Cruz listed the various proposals: term limits; retention elections; override authority for the states, Congress, or both. Republicans called two conservatives as witnesses: Ed Whelan, the National Review commentator and former Scalia law clerk; and John Eastman, former dean of Chapman Law School. Democrats added the liberal Duke law professor Neil Siegel as a witness.
       With that much intellectual firepower, the hearing was disappointing for anyone expecting serious discussion. Instead, the two-hour hearing consisted mostly of second-guessing the court’s recent decisions. Cruz and the conservative witnesses listed the court’s gay marriage and Obamacare decisions; the subcommittee’s ranking Democrat, Delaware’s Chris Coons, complained about Citizens United and Shelby County.
       Coons tried to tamp down the sense of crisis. “We should reflect long and hard,” he said, before a fundamental change in the constitutional framework for the judiciary. But there was precious little reflection in the hearing.
       Two twentieth-century constitutional amendments have fundamentally changed both Congress and the presidency. The Seventeenth gave us direct election of senators; the Twenty-Second limited the president to two terms. The Supreme Court has a larger role today than expected 225 years ago and, thus, perhaps needs some new checks on its power.
       Term limits, the least intrusive of the changes under discussion, has the widest support. An ideologically diverse group of academics has been pushing one version of the idea for years, on the theory that regular turnover would benefit the court, the public, and the political process.
       At the hearing, Siegel was warm to the idea, Whelan uncertain, and Eastman opposed. Eastman said term limits would just mean one activist judge in place of another. The academics would provide 18-year terms of active service, followed by lifetime tenure as “senior justices.” Some think the change could be accomplished by statute; others say a constitutional amendment would be necessary.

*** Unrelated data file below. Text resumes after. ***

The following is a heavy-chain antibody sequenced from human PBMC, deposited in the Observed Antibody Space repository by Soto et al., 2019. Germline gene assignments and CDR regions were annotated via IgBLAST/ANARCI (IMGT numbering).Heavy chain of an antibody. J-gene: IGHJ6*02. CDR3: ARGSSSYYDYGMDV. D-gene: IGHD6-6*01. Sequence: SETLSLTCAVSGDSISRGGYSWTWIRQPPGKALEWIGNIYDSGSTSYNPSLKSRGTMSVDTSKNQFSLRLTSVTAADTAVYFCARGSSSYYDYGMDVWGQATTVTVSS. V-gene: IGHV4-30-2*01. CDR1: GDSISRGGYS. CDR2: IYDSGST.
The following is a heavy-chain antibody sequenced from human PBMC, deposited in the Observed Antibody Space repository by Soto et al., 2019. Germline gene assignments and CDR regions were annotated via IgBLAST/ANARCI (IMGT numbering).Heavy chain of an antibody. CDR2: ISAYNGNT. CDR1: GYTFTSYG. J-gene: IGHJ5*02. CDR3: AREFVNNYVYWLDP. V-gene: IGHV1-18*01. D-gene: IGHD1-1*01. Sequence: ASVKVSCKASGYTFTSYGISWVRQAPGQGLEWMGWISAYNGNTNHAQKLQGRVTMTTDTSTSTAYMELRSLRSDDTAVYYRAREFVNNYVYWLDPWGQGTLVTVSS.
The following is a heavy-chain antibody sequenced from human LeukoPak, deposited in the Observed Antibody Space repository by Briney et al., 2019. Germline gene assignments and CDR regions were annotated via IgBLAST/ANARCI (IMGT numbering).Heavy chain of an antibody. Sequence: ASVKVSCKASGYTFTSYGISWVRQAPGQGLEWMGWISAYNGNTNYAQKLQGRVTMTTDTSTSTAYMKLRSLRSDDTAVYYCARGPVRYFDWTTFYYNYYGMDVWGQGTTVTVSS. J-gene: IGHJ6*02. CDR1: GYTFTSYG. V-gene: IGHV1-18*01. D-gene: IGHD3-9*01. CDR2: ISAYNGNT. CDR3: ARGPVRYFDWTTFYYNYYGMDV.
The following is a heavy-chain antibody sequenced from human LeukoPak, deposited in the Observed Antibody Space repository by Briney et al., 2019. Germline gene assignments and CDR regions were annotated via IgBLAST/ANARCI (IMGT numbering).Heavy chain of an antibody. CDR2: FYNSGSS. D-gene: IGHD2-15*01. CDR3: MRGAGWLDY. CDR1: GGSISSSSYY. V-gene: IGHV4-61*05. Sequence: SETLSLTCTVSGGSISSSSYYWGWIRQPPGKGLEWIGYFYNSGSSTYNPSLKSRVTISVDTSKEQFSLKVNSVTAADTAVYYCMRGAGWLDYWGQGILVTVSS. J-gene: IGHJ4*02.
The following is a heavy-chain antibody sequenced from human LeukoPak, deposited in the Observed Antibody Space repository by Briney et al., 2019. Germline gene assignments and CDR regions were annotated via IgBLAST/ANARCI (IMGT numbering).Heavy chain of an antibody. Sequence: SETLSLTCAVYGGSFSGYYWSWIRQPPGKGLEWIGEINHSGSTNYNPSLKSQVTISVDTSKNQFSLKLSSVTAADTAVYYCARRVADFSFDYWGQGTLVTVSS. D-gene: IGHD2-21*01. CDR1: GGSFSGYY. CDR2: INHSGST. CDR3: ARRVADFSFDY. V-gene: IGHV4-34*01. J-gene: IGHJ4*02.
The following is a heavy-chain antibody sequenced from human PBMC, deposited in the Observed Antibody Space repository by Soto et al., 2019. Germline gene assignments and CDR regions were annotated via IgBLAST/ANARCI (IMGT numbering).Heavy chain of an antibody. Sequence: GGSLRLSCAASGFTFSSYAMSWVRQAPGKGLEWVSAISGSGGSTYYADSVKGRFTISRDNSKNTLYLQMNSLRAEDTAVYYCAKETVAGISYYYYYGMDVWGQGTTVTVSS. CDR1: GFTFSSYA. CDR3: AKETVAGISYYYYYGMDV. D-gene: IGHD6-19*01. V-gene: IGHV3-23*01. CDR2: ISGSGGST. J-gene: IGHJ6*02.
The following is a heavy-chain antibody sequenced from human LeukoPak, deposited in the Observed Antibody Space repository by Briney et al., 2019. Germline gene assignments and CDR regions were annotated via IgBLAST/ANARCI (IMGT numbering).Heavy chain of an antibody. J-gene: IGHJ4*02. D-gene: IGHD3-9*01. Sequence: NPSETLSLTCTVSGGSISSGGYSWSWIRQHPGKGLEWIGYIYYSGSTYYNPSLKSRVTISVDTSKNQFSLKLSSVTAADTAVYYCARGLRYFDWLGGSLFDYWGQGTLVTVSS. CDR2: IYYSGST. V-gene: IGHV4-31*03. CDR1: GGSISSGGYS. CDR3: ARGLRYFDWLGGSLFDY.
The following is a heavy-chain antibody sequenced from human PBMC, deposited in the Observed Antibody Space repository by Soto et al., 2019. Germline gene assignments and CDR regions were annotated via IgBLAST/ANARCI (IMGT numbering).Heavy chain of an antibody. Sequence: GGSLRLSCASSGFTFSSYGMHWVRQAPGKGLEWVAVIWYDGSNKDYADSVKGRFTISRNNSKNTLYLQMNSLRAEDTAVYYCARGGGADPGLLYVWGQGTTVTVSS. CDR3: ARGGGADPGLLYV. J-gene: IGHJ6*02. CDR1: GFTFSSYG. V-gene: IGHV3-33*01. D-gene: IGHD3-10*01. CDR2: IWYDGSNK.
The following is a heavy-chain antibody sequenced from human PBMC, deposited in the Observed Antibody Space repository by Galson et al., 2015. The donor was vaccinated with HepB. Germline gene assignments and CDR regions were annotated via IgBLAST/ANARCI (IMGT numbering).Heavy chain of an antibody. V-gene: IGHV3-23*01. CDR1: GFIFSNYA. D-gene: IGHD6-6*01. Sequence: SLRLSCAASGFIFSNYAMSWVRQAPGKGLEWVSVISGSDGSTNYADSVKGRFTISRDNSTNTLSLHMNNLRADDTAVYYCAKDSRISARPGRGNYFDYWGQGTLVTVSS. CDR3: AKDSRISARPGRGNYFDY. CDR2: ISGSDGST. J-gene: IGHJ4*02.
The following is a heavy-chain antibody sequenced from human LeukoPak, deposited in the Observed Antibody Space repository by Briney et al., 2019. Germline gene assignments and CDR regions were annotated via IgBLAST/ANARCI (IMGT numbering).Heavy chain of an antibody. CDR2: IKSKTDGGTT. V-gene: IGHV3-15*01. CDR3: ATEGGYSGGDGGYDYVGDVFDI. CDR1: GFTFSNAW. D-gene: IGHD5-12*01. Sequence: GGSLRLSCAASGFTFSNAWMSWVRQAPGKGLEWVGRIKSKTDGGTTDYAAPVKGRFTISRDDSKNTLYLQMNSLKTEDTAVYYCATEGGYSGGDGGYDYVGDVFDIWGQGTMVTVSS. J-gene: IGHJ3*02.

In his book The Case Against the Supreme Court, the liberal academic Erwin Chemerinsky, dean of the University of California-Irvine Law School, endorses the idea. He also includes one change not discussed at the hearing: some form of merit selection screening process for nominations to the court. He notes that the president could institute this change on his or her own.
       The other two changes discussed at the hearing would deliberately inject politics into the Supreme Court’s place in the constitutional structure. “I support every effort to bring power back to we the people,” Cruz said. But neither he nor his witnesses addressed the potential difficulties.
       If a majority of state legislatures or a supermajority of both chambers of Congress actually overruled a Supreme Court decision, the law would be left uncertain. If the marriage decision were overruled, “Question 2” in the case — whether a state must recognize a same-sex marriage from another state — would be unanswered. Nor would the law know the basis for allowing states to ban same-sex marriage.
       In any event, advocates of the change likely would be disappointed with the result. The marriage decision would surely withstand an override effort today. In fact, it is quite likely that few if any of the court’s most controversial decisions would have been overruled through such a process: not the good ones, like Brown v. Board of Education, or the bad ones, like Dred Scott. And there is a process for overturning a Supreme Court decision: the Fourteenth Amendment overturned Dred Scott; the Sixteenth Amendment overturned the ruling that barred a federal income tax.
       The override authority would politicize Supreme Court decisions more than they already are. Retention elections, adopted in the states to reduce political pressure on judges, would subject the Supreme Court instead to more. Siegel likened the idea to FDR’s proposal to “pack” the court; retention elections, he said, could “unpack” the court one justice at a time. The conservatives seemed open to the idea, but none addressed the effect of exposing justices to hundred-million-dollar election campaigns that would surely be financed by special interest groups of one stripe or another.